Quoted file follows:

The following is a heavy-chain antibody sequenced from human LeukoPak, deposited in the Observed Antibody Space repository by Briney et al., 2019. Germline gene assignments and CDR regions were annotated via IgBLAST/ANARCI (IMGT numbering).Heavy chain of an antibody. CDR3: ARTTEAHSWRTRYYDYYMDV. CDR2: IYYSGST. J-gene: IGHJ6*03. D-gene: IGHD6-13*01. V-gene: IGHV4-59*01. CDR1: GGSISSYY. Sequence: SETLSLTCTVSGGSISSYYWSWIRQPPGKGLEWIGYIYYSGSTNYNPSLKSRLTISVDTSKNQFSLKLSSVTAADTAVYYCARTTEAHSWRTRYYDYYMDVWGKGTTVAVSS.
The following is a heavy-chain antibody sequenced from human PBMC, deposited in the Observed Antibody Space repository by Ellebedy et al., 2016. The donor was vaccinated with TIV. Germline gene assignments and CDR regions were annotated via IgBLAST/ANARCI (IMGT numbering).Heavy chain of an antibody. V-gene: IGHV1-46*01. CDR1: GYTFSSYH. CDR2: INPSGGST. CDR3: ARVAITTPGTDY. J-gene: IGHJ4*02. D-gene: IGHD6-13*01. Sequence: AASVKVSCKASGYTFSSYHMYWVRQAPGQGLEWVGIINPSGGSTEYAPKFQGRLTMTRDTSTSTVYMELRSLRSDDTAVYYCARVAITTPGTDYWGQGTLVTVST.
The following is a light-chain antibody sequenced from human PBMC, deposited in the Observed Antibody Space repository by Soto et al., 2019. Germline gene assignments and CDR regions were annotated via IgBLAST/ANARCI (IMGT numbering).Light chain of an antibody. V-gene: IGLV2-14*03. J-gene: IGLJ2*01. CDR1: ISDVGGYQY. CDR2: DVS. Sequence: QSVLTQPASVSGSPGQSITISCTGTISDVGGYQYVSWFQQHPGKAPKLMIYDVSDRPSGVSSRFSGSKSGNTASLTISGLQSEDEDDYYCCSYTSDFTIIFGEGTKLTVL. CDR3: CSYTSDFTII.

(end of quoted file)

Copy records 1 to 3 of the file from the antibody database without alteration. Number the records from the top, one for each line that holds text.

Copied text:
The following is a heavy-chain antibody sequenced from human LeukoPak, deposited in the Observed Antibody Space repository by Briney et al., 2019. Germline gene assignments and CDR regions were annotated via IgBLAST/ANARCI (IMGT numbering).Heavy chain of an antibody. CDR3: ARTTEAHSWRTRYYDYYMDV. CDR2: IYYSGST. J-gene: IGHJ6*03. D-gene: IGHD6-13*01. V-gene: IGHV4-59*01. CDR1: GGSISSYY. Sequence: SETLSLTCTVSGGSISSYYWSWIRQPPGKGLEWIGYIYYSGSTNYNPSLKSRLTISVDTSKNQFSLKLSSVTAADTAVYYCARTTEAHSWRTRYYDYYMDVWGKGTTVAVSS.
The following is a heavy-chain antibody sequenced from human PBMC, deposited in the Observed Antibody Space repository by Ellebedy et al., 2016. The donor was vaccinated with TIV. Germline gene assignments and CDR regions were annotated via IgBLAST/ANARCI (IMGT numbering).Heavy chain of an antibody. V-gene: IGHV1-46*01. CDR1: GYTFSSYH. CDR2: INPSGGST. CDR3: ARVAITTPGTDY. J-gene: IGHJ4*02. D-gene: IGHD6-13*01. Sequence: AASVKVSCKASGYTFSSYHMYWVRQAPGQGLEWVGIINPSGGSTEYAPKFQGRLTMTRDTSTSTVYMELRSLRSDDTAVYYCARVAITTPGTDYWGQGTLVTVST.
The following is a light-chain antibody sequenced from human PBMC, deposited in the Observed Antibody Space repository by Soto et al., 2019. Germline gene assignments and CDR regions were annotated via IgBLAST/ANARCI (IMGT numbering).Light chain of an antibody. V-gene: IGLV2-14*03. J-gene: IGLJ2*01. CDR1: ISDVGGYQY. CDR2: DVS. Sequence: QSVLTQPASVSGSPGQSITISCTGTISDVGGYQYVSWFQQHPGKAPKLMIYDVSDRPSGVSSRFSGSKSGNTASLTISGLQSEDEDDYYCCSYTSDFTIIFGEGTKLTVL. CDR3: CSYTSDFTII.